As 2014 draws eerily to a close, I look back at all the reading I’ve done this year and pick out a solid 20 stories to recommend.
I am a college student, reporter gratis for my campus’ newspaper and employee of Syracuse University guest services, which doesn’t leave me with a ton of time. I’m also not a professional writer who has the luxury of reading obscure material from far-flung parts of the nation, so if you’re looking for exposes on New Mexican runners named “Caballo Blanco” – a great story told here – then I am not your man, unfortunately.
I have, however, read plenty of material from two magazines I subscribe to – Sports Illustrated and ESPN the Magazine. I read from other sources as articles are recommended to me, but for this article I shall stick to recommending SI and ESPN because that is what I know best. This is by no means a comprehensive list, but it’s a collection of the best stories I have read this year, ones I believe are worth your time. (Those in bold, more so.) Without further ado, here they are:
From Sports Illustrated:
“The Other Side of A Miracle” by Thomas Lake
- This is a powerful one-year retrospective at the 2013 Iron Bowl between Auburn and Alabama. The tragedy for Alabama fans, the triumph of Auburn, but more than that: The microcosm of Alabama state’s thirst for seriousness in football told through two sisters, whose tragic story unfolds to the reader.
“Inside An Agency” by Austin Murphy
- Blake Bortles plummet down the 2014 draft boards is captured by Murphy’s terrific piece. But the real story is the Jacksonville Jaguars skulduggery which included fudging their own draft board to feign disinterest in Bortles. Murphy’s reporting is stellar.
“The Comeback Kids” by Thomas Lake
- The Los Angeles Angels of Anaheim’s Class-A affiliate squanders an 18-1 lead only to lose in extra innings.
“Beísbol Prospectus” by Eric Nusbaum
- Guerrilla sabermetricians trying to locate the best talent in U.S.-embargoed in Cuba. Need I say more?
From ESPN the Mag:
“9 Exits on America’s Football Highway” by Wright Thompson
- 540 miles on America’s super highway through its second-largest state helps Thompson find the stories that make Texas football, Texas football. He travels through Odess, TX. the birthplace of “Friday Night Lights” to track down Boobie Miles, the cast-off Running Back from the book as well as two high school underclassmen on their journey to high school football greatness.
“A Family Kind of Town” by Joel Anderson
- Adrian Peterson is suspended from the NFL, his appeal denied and he is ostracized for punishing his child harshly with a snitch. Bring up these allegations in his Texas hometown and everyone shrugs. They’re still behind his back, because they spank their children’s backsides too. It’s the Texan way, they say.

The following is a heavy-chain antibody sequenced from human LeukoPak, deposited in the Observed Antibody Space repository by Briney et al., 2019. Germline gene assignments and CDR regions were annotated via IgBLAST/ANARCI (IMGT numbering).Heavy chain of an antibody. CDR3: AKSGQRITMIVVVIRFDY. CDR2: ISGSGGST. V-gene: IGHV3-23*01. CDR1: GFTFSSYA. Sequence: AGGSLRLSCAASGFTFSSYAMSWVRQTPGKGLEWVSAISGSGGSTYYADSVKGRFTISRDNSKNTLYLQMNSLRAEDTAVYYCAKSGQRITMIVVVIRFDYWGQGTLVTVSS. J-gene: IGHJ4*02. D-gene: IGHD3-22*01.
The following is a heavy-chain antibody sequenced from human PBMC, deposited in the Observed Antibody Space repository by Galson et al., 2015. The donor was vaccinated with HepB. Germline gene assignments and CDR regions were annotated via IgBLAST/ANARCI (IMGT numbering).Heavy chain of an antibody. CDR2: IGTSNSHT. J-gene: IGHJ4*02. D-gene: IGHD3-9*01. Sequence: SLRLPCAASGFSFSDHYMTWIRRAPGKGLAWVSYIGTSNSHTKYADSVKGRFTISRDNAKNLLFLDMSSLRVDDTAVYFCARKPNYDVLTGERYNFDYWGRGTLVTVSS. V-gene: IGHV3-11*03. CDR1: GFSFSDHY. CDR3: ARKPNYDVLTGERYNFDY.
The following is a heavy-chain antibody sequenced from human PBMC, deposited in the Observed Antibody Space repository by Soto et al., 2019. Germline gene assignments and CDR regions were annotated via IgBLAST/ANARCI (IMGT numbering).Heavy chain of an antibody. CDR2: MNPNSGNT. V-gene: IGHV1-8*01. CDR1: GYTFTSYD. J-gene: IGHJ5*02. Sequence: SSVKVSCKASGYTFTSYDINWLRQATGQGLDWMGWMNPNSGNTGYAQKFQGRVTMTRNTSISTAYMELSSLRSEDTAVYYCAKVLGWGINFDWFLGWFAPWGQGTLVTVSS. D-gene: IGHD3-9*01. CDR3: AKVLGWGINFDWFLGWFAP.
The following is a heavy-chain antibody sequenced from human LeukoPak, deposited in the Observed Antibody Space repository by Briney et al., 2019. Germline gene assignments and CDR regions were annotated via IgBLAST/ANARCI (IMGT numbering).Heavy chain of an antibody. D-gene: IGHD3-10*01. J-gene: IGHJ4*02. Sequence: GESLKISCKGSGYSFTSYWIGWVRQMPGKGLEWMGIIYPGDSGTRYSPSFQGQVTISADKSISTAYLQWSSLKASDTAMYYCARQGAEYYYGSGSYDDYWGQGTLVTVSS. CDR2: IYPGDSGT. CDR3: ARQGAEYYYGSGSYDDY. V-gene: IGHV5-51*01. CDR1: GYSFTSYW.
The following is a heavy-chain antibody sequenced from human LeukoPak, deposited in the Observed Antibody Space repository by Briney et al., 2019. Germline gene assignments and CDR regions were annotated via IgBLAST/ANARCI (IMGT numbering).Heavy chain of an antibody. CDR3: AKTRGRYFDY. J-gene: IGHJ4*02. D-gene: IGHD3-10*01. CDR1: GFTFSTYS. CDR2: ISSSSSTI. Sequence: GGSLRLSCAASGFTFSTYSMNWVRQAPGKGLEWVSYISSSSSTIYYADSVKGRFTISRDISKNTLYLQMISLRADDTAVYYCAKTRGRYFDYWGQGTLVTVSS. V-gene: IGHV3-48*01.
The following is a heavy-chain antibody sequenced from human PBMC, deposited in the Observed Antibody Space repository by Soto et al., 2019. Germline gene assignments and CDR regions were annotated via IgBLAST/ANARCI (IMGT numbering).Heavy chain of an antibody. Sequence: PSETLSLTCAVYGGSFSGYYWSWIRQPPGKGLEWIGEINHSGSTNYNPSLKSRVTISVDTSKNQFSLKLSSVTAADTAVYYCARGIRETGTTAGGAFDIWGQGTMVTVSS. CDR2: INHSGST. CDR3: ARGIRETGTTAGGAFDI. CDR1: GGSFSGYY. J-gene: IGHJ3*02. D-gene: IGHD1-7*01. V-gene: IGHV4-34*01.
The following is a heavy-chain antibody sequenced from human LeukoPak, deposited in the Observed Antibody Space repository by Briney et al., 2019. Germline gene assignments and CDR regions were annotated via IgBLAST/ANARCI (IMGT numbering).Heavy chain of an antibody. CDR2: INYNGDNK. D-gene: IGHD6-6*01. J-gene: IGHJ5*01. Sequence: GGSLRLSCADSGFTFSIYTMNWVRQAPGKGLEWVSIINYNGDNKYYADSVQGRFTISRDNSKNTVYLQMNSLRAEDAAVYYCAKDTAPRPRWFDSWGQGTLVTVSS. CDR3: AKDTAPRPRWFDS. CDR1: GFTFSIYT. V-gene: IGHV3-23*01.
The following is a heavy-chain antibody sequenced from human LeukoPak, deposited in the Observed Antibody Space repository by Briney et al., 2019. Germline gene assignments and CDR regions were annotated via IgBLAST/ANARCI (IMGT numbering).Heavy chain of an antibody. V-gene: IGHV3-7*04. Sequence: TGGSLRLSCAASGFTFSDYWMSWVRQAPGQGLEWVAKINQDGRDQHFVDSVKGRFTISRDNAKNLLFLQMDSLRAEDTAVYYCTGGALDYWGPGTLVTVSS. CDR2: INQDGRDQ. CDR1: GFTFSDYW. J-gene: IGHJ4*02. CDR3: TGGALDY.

“Held Up in Customs” by Kate Fagan
- Britney Griner forgoes the WNBA to play in China under the described tyranny of a coach who’s formerly of Korean military.
“I Am Not Very Good Yet” by Eli Saslow
- Joel Embiid came to America from Cameroon, started playing basketball, and – in the subsequent two years – flew up recruiting lists and draft boards until he was considered possibly the best player in the draft. And he’s just starting.
“The Man With 200 Teammates” by Eli Saslow
- Semi-professional basketball is tough. Vander Blue of the ____ (What team could he be affiliated with? He’s been with 15+ just this year) is one of those guys going through the cycle. Saslow’s reporting is superb in finding Blue’s tricks to game the system.
“Off Balance” by Andrew McNeill
- Matt Bonner, San Antonio Spurs Power Forward and off-court comedic genius, takes to Twitter to find a pair of shoes.
“Shadowed by the Hand of God” by Wright Thompson
- Set the scene: Argentina, pre-World Cup, struggles with whom to associate: Diego Maradona, the country’s hard-partying world champion, or the little, quiet, assassin in Lionel Messi, who has yet to bring them home a cup.
“Portrait of a Serial Winner” by Wright Thompson
- This piece as the best of the year from either of these magazines. I’ve argued with others who have read this if Thompson should have picked a different lede – for example, the fact that Suarez is a modern day Gatsby because of his girlfriend – but this is a sensational piece that digs at the core of following a story to verify an anecdote oft-associated with a player.
“Awakening the Giant” by Seth Wickersham
- Y.A. Tittle, the former Quarterbacking great, battles Alzheimers as he prepares for a family gathering.
One bonus, from Grantland
“Keyon Dooling’s Secret” by Jordan Ritter Conn
- Keyon Dooling’s shame from an incident when he is 14-years-old is triggered when a man touches him inappropriately in a Seattle bathroom years later. Dooling battles shame, regret and understanding as he fights to accept himself and advocate for others.